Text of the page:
Residents react to proposed fees, tax hikes

November 15, 2011 (CHICAGO)

At the Cook County building, taxpayers were fully aware of this year's public sector attack on their pocketbooks.

"The taxes just keep going higher and higher to a rate that you just can't keep up with it," said Tom Macris, taxpayer.

And it's happened in less than a year: Beginning with January's 66% increase in the Illinois income tax to property tax increases in most city and suburban neighborhoods to planned hikes in water and electric rates and soon-to-be higher prices for city stickers, the Tollway and rides on Metra.

"More, more, more more. When does it stop?" said Macris.

Not anytime soon. Cook County wants to raise taxes on tobacco and alcoholic beverages and the city proposes to make tens of millions with speed cameras.

"Because they passed the big tax hike in January, now what they're doing, because that was so controversial and they can't go back to it, they're picking off these little sneaky ones and hoping nobody will notice," said John Tilman, Illinois Policy Institute.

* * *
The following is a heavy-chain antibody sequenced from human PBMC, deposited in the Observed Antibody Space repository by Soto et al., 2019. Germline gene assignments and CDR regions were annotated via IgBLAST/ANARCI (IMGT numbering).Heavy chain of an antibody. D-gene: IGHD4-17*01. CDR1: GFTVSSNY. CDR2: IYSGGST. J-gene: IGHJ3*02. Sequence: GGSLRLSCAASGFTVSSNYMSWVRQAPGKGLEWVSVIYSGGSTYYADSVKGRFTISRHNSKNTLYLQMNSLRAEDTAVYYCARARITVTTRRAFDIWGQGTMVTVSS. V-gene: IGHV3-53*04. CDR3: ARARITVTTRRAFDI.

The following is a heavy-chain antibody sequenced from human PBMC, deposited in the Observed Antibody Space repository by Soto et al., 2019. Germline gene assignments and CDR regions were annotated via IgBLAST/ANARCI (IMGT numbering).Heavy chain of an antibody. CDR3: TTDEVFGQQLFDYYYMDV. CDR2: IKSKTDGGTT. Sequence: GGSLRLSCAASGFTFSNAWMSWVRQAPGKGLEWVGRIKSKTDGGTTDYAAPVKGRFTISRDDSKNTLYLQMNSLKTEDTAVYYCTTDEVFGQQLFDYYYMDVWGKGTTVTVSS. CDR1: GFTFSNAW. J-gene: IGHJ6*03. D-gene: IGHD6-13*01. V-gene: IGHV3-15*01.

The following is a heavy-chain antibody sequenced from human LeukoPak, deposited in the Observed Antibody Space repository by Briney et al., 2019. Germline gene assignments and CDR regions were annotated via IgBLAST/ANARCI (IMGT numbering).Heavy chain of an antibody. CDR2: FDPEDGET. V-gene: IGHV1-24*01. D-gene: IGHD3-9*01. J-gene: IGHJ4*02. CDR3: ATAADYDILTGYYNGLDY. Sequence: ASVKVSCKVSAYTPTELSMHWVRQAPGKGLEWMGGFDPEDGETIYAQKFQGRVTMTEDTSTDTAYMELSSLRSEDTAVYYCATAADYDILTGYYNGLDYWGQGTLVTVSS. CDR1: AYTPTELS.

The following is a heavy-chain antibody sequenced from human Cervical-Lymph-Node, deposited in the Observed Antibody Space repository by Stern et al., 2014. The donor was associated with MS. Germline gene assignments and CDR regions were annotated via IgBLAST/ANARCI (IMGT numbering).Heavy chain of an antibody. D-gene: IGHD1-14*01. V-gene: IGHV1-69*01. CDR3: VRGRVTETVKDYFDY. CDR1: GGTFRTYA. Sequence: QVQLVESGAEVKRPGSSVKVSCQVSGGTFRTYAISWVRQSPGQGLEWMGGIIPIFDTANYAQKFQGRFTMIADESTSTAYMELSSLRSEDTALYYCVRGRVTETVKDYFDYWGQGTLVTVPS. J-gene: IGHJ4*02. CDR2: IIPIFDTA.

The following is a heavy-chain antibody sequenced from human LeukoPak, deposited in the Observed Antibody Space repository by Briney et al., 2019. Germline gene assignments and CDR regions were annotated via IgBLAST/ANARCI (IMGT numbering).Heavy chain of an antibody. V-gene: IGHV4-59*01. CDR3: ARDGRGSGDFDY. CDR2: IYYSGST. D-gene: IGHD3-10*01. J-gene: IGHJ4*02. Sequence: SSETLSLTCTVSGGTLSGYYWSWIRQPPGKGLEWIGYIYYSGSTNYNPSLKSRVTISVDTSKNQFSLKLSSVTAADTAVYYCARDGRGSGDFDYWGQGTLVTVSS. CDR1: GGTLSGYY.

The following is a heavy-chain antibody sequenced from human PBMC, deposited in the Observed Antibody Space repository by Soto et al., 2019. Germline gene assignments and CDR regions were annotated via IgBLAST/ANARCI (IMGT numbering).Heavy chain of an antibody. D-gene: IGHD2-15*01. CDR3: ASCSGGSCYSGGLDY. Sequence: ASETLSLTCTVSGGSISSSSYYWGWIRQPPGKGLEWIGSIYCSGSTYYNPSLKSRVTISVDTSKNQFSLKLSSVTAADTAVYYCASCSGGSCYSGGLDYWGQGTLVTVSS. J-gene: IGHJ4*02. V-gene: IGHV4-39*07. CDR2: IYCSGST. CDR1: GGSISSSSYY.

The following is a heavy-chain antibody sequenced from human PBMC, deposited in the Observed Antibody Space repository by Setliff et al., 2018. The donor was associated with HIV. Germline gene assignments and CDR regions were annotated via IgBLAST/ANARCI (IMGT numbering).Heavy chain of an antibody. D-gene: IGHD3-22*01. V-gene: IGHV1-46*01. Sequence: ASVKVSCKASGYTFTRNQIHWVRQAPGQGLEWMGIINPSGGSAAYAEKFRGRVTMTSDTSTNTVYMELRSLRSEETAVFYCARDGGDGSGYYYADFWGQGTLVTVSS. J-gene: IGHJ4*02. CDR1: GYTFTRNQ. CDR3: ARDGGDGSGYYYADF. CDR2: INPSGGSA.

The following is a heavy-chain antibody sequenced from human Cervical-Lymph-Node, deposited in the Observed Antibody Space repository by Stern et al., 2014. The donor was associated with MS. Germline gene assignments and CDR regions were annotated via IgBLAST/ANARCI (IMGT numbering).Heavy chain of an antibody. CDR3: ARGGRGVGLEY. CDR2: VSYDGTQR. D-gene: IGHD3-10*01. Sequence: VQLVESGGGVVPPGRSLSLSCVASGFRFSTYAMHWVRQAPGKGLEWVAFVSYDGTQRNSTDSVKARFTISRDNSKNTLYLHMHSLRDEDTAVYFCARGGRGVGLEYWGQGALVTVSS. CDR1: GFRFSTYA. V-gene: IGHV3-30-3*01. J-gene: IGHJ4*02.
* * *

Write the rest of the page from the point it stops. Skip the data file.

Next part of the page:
"I am not going to ask people who feel nickled and dimed to pay more," said Mayor Emanuel on July 29.

Weeks after that comment, Mayor Emanuel's school board raised property taxes and he proposed higher vehicle sticker fees and water rates.

Meanwhile, county board president Toni Preckwinkle had no apologies for her budget's tax and fee increases.

"The county is spending less. It spent less last year than the year before and this year less than last year," said Toni Preckwinkle, Cook Co. board president.

The Illinois Policy Institute's Tilman says spending cuts haven't gone far enough.

"The problem in both state and local government in Illinois is that the people in charge don't want to say no to the people who have an interest in more government spending," said Tilman.

"You're not important anymore. You don't think you're important to them? You're definitely not important," said Annie Chevalier, taxpayer.

Tax-stressed Chevalier is afraid she'll lose her home because she can't pay the taxes or sell it. She's had it with politicians.

"Once the voting is over with, they go back to the same old habits of tax, tax, tax, tax," said Chevalier.

The Illinois Policy Institute did a quick accounting Tuesday morning and reported that so far this year a suburban family of four making $59,000 a year would pay an estimated $1,700 a year more with with all the increases in taxes and assorted fees imposed this year. The politicians don't appear to pay attention to what another jurisdiction is doing when they raise their own taxes and fees.

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